About RTMP Streaming
RTMP (Real Time Messaging Protocol) is a system for delivering on-demand and live media to Adobe Flash applications (like the JW Player). RTMP supports video in MP4 and FLV and audio in AAC and MP3. RTMP offers several advantages over regular HTTP video downloads:
- RTMP can do live streaming, so people can watch your video while it is being recorded.
- RTMP can do dynamic streaming, where the video quality automatically adjusts to changes in bandwidth.
- Players can seek to later parts in a video, which is particularly useful for files > 10 minutes.
- Players maintains a tiny buffer, instead of downloading a video during playback, saving bandwidth.
However, do note that RTMP has its disadvantages too. The most important ones are:
- RTMP uses different protocols and ports than HTTP, which makes it vulnerable to getting blocked by (corporate) firewalls. This issue can be prevented by streaming in RTMPT (tunneling over HTTP), which comes at a server performance cost.
- RTMP data is streamed to the player, which means the bandwidth of the connection must be larger than the data-rate of the video. If the connection drops for a couple of seconds, the stream will stutter. This issue can largely be prevented by using dynamic streams that include a low-quality file.
The biggest drawback is that RTMP only works in Flash and not in HTML5. New HTTP streaming protocols, like Apple's HTTP Live Streaming (HLS), have wider device support (e.g. iOS) and will likely replace RTMP over the coming years. JW Player supports Apple HLS in both Flash and HTML5 mode.
In order to use RTMP, your host or CDN needs to have a dedicated RTMP server installed. There are two major offerings, both supported by JW Player:
- The Wowza Media Server is today's most widely used solution. It includes support for almost any streaming protocol, including RTMP. Wowza 3 introduced dedicated support for JW6 SMIL manifests (see below)
- The Adobe Media Server is another great option. Since Flash is developed by Adobe, new RTMP functionalities find their way in FMS first.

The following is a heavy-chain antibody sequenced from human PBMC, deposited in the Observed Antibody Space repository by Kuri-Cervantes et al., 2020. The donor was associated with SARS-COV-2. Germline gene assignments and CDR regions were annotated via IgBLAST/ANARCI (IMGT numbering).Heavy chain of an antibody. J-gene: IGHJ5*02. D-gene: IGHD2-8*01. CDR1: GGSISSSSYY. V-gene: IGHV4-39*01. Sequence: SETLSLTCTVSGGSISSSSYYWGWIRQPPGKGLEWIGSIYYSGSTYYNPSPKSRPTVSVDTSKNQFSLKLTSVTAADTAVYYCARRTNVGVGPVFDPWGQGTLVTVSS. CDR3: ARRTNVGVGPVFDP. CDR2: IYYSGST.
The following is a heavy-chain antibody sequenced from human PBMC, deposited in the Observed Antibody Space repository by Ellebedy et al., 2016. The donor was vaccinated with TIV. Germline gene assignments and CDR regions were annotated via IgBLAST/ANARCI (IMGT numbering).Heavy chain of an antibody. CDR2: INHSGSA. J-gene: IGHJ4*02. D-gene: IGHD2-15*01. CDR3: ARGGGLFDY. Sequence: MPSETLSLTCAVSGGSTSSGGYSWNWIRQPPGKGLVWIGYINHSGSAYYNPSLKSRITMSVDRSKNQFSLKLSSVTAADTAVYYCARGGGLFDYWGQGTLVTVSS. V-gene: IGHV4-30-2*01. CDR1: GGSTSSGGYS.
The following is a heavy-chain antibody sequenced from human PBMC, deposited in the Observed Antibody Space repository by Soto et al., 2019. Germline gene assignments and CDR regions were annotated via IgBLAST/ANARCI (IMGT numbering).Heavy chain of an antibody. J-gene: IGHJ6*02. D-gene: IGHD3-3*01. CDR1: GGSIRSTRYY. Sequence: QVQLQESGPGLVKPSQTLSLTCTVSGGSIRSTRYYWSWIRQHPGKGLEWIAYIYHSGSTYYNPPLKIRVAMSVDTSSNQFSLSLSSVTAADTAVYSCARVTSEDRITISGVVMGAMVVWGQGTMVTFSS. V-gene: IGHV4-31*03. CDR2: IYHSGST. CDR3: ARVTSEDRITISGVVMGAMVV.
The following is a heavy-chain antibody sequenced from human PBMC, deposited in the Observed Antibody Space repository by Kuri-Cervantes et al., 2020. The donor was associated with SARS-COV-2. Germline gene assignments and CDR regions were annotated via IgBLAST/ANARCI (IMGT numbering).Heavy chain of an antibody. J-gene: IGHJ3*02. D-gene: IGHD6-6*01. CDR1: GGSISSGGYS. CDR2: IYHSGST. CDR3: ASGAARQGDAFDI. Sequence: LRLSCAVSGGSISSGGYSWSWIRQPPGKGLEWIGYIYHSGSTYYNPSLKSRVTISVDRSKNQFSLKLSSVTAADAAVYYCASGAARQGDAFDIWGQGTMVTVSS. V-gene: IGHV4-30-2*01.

The following CDNs (Content Delivery Networks) support RTMP and are tested to work great with JW Player. They all support dynamic streaming and, with the exception of CloudFront, live streaming too:
A key feature of RTMP is the ability to do live streaming, e.g. of presentations, concerts or sports events. Next to JW Player and an RTMP server, one then also needs a small tool to ingest the live video into the server. There are a bunch of tools available. Flash Live Media Encoder is free and available for Windows and Mac.
With both FMS and Wowza, a live stream is embedded in exactly the same way as an on-demand stream. However, the Akamai, Edgecast and Limelight CDNs require a player to subscribe to a live stream. JW Player 6 supports this mechanism.
JW Player 6 will embed and play a live stream like an on-demand file, with one exception: instead of displaying a slider to scrub through the timeline, the player will display the title of the event in the controlbar.
For large-scale deployments, JW Player supports 3 mechanism for server load balancing:
- DNS load balancing, working independent of JW Player.
- RTMP 302 redirects, as used by Wowza for load balancing. See their user guide for more info.
- SMIL load balancing, where an initial SMIL file contains the RTMP links to edge nodes. See the section on dynamic streaming below for an example SMIL file.
JW Player supports Closed Captioning with RTMP, for both live and on-demand streaming. Only a single CC track is supported and this track must be in TX3G format. Both the Wowza and Adobe media servers are capable of sending TX3G captions over RTMP.
The first time JW Player encounters a TX3G onTextData cue, it places a CC button in the controlbar. If the user chooses to enable CC, this preference will be saved in a cookie and CC will be enabled for any subsequent videos the user watches.